—You said then that “during this Administration our lines of communication will be open” and that this “government will listen”. This willingness to listen and to appreciate the position of others made a major contribution to the style and quality of our relationships with other nations. Our willingness to truly consult, to listen as well as to speak, has improved relations within the NATO Alliance. It led to a marked improvement of our relations with France. It is a major aspect of the Latin American policy. It was reflected in your trips to Europe and to Asia and in my Asian trip and UN consultations as well as in your many meetings with foreign officials in Washington. We welcome in the same vein renewal of relations with Cambodia and Mauritania.

[Page 161]

Quality of Life

—You called then for peaceful competition “in enriching the life of man”. Here there are many elements to bring out, such as the visits of Doctor DuBridge and AEC Chairman Seaborg to Romania, which could mark a new success in East-West cooperation in the scientific and technological fields; your establishment of a high priority on population matters; our leadership on the human environment; our support of the UN Decade of Developments; the Decade of Ocean Exploration and the region of the seabed; and efforts to control the narcotics trade.7

Open World

—You called in your Inaugural Address for a more open world, open to the free flow of people. This section might include statements of your visit to Romania as the first State visit by an American President to any country in Eastern Europe;8 the extent of private American travel abroad; the proposed new visa regulations to encourage more people to visit the United States; our cultural exchange programs around the world; and our desire for continued and expanded exchange programs with Eastern Europe.

Trade and AID

—You also called for a world open to the free flow of goods. We have continued to encourage the growth of freer international trade. This section would develop the request for further authority to reduce trade barriers, the proposal for generalized tariff preferences for manufactured goods from developing countries; the creation of $9.5 billion of international monetary reserves—or Special Drawing Rights; our desire to negotiate reduction or removal of non-tariff barriers; the steps to liberalize economic relations with the Americas; easing of trade restrictions with Communist China; rationale and support for continued AID, and the appointment of the Peterson Commission.9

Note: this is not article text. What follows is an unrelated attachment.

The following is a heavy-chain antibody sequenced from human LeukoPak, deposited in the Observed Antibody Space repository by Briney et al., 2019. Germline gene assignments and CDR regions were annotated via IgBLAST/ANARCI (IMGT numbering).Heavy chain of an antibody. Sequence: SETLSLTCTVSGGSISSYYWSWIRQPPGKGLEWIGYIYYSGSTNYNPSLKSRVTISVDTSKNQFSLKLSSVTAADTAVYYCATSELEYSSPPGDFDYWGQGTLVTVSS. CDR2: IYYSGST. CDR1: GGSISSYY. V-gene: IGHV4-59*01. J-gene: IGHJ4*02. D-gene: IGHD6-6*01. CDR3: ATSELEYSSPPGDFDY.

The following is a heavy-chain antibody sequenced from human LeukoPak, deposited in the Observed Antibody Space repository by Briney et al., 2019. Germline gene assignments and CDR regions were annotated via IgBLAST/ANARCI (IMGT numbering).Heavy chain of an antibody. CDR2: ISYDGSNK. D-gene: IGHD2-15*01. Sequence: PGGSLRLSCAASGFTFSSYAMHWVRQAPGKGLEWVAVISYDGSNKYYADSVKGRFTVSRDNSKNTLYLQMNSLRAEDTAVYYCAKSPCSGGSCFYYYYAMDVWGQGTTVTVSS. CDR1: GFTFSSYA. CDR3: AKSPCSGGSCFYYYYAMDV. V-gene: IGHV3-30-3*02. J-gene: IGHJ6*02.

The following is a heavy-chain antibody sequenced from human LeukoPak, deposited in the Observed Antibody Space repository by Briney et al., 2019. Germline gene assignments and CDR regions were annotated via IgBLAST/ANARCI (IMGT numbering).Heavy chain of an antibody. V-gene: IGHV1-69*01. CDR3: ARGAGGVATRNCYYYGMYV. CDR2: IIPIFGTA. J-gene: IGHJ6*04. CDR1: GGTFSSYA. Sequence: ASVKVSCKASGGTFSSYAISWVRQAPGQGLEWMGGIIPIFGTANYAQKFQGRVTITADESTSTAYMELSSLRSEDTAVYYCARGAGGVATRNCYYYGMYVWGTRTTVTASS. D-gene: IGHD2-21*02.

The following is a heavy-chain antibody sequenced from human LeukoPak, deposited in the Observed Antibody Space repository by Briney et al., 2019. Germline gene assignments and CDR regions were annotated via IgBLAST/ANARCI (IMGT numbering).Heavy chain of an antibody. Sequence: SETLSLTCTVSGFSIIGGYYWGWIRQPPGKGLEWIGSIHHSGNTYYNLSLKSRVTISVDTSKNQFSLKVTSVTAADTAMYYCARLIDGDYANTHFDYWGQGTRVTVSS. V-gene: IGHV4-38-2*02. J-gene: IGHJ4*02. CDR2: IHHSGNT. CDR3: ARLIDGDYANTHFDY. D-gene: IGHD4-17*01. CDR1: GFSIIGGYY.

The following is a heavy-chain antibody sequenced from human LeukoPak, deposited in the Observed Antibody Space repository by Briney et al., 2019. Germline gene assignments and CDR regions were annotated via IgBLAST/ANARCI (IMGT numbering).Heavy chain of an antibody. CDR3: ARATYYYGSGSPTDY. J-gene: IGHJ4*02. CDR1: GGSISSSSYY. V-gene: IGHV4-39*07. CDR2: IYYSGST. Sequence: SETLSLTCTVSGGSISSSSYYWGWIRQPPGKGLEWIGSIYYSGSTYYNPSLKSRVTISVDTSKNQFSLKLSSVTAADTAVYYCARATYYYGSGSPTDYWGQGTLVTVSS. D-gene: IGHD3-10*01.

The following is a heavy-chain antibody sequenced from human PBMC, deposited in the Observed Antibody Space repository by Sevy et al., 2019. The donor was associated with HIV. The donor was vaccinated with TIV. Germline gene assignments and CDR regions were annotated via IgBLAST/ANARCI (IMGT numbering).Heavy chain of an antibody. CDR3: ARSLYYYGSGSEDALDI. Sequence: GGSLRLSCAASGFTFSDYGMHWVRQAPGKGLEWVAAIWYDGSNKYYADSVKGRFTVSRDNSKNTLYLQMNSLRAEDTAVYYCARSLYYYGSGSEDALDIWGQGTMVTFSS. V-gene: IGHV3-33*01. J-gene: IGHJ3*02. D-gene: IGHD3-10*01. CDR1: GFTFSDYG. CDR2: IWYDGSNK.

Lowered Voices

In addition to the Administration’s many specific accomplishments, the manner in which we have conducted our foreign policy is worthy of note. We have tried, in the words of your Inaugural Address, [Page 162] to “lower our voices”. We have curtailed American presence overseas, reducing by 8,000 the number of people employed by the United States abroad because we knew that our presence can be overbearing, and that it is not the size of the American presence that determines our influence but the soundness of our efforts. You have called for a new partnership in Latin America “in which the United States lectures less and listens more”. We have taken a businesslike approach in the various negotiations we have entered. We have reduced the rhetoric and hyperbole in our speeches.


I have not sought to set out treatments for other specific policy issues that should be covered—such as Biafra, Greece, the UN, Korea, India and Libya—as this can best be done as the outline of the entire presentation is established by the drafters.


Looking to the future, the conclusion might develop the theme that it is not likely that the United States will again find itself in the position it held after World War II of being the single country in the Free World with the national will and resources to make a major impact on world events. National capacity and strength will continue to grow among the nations of the world. We have not sought to impede or deflect this trend. Instead we have made clear by word and deed that we will continue to cooperate with and to encourage the increasingly self-reliant members of the world community in the cause of progress, peace and security.

  1. Source: National Archives, Nixon Presidential Materials, NSC Files, Box 325, Subject Files, President’s Annual Review of U.S. Foreign Policy. Confidential.
  2. Reference is to the report on foreign policy submitted to Congress by President Nixon on February 18, 1970; see Document 60.
  3. See Document 9.
  4. For text, see Public Papers of the Presidents of the United States: Richard Nixon, 1969, pp. 893-901.
  5. See Document 29.
  6. Nixon underlined the second half of the first sentence and all of the second sentence. He wrote in the margin: “Hit this very hard.”
  7. Nixon highlighted this paragraph and added the marginal comment: “good theme.”
  8. Nixon highlighted this paragraph to this point and added a marginal note which reads: “good to hit again.”
  9. See footnote 2, Document 35.